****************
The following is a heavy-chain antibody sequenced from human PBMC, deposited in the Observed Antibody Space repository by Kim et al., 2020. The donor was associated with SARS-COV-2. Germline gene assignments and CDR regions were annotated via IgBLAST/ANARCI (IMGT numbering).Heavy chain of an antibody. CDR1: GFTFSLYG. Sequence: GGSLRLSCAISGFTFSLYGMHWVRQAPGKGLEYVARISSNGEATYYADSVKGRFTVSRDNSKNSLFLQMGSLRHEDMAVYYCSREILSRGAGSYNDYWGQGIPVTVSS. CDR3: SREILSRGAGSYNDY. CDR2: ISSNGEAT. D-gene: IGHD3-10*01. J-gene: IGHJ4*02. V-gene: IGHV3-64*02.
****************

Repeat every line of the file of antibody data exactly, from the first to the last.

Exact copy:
The following is a heavy-chain antibody sequenced from human PBMC, deposited in the Observed Antibody Space repository by Kim et al., 2020. The donor was associated with SARS-COV-2. Germline gene assignments and CDR regions were annotated via IgBLAST/ANARCI (IMGT numbering).Heavy chain of an antibody. CDR1: GFTFSLYG. Sequence: GGSLRLSCAISGFTFSLYGMHWVRQAPGKGLEYVARISSNGEATYYADSVKGRFTVSRDNSKNSLFLQMGSLRHEDMAVYYCSREILSRGAGSYNDYWGQGIPVTVSS. CDR3: SREILSRGAGSYNDY. CDR2: ISSNGEAT. D-gene: IGHD3-10*01. J-gene: IGHJ4*02. V-gene: IGHV3-64*02.